Anyway, even though it’s all interlinked, time to get back to business. The Great Resignation refers to the mass voluntary resignation that started in early 2021, whereby many left secure jobs to make a change. Possible causes include:
- wage stagnation amid rising costs of living;
- long lasting perceived job dissatisfaction (which in many cases is people seeing themselves as capable or aspiring to more than their current role gave them opportunity);
- ability to work when and where the person wants to. This could take the form of flexibility of hours and/or location/s.
- re-think on careers and long term personal goals
So why did it happen during the turbulent lock down period of Covid? Suddenly there was all this free money around (low interest rates promised by the RBA for several years) whilst there was a perception that Government was there to bail out people financially (mitigating risks). Being locked down, many had more time available.
Personal expenditures reduced during Covid (less travel and eating out for example), thereby realising that we could have a decent lifestyle on a lower income. With childcare now the primary carer in many households as they have become two income households, some made the change to spend more time with children, whilst in others one partner could afford to risk “breaking away” from the traditional workforce because there was still one stable income.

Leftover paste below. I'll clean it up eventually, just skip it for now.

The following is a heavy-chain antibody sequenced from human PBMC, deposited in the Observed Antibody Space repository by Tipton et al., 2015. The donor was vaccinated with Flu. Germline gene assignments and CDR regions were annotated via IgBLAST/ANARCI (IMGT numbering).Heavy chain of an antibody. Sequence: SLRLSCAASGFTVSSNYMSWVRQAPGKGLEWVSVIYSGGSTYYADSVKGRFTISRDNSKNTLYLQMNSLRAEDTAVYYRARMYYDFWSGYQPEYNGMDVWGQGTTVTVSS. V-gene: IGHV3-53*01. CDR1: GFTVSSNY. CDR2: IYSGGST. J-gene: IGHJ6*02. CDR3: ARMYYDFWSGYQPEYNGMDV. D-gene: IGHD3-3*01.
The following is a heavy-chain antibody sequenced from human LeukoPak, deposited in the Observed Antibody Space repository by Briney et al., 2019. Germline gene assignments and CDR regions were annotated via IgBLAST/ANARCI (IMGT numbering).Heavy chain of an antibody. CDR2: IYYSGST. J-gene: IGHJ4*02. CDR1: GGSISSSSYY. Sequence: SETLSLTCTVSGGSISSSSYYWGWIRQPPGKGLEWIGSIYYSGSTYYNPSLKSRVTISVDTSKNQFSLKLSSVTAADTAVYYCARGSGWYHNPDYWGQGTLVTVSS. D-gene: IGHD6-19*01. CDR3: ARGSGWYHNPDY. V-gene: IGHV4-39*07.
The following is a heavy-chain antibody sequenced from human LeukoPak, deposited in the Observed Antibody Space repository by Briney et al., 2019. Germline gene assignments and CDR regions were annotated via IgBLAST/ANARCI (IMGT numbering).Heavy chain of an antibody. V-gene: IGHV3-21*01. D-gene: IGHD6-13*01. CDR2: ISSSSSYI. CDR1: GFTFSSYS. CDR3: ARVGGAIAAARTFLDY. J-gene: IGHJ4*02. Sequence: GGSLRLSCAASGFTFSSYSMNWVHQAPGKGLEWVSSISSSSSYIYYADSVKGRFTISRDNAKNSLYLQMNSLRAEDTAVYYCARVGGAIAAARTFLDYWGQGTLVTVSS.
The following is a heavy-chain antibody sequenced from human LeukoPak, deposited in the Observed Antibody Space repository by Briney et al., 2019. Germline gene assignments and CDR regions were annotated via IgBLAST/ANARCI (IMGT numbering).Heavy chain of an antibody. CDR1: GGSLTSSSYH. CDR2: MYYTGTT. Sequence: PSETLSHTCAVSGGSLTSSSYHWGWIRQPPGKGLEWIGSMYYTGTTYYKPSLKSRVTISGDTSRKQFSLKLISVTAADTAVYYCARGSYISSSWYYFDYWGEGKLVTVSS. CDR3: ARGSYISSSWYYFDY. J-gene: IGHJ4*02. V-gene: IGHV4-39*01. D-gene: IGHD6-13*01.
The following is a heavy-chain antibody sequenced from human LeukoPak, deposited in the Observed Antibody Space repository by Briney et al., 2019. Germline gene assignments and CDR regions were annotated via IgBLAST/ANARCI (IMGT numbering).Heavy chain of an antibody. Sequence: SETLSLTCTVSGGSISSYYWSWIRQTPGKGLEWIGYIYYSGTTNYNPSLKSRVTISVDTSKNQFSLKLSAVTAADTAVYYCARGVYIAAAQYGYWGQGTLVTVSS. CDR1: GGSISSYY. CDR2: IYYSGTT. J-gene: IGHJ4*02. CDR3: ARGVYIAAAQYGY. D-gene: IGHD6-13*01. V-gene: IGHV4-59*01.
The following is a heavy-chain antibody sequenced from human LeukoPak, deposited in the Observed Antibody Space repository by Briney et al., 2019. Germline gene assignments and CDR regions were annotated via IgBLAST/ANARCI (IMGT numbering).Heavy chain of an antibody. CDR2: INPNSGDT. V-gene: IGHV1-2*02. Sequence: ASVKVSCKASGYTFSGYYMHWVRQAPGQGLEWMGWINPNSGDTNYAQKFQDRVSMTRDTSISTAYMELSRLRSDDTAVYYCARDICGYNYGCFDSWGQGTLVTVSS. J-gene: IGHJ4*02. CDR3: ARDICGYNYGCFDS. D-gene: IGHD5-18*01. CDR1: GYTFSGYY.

This made a lot of people feel game enough to give away a secure income for the dream of self control and trying to meet some of their personal goals. As many people are finding, it’s of course not as easy as just hanging up a digital version of the old shingle.
The Great Resignation though is turning into the Great Re-Shuffle. A lot of people who left their employers to go to another employer are finding that the grass wasn’t greener (not even the promised higher pay), so are moving again, some even moving back to their original employers. Others who tried breaking out on their own are finding that the rule of thumb statistics for start ups haven’t changed with the times nor with the advent of new technology. The studies all give similar findings, with 10-20% of businesses failing in the first year, 20-30% in the first 2 years, 50% before the 5th year, and 70% before their first decade.
The reasons for failing vary, but usually consist of: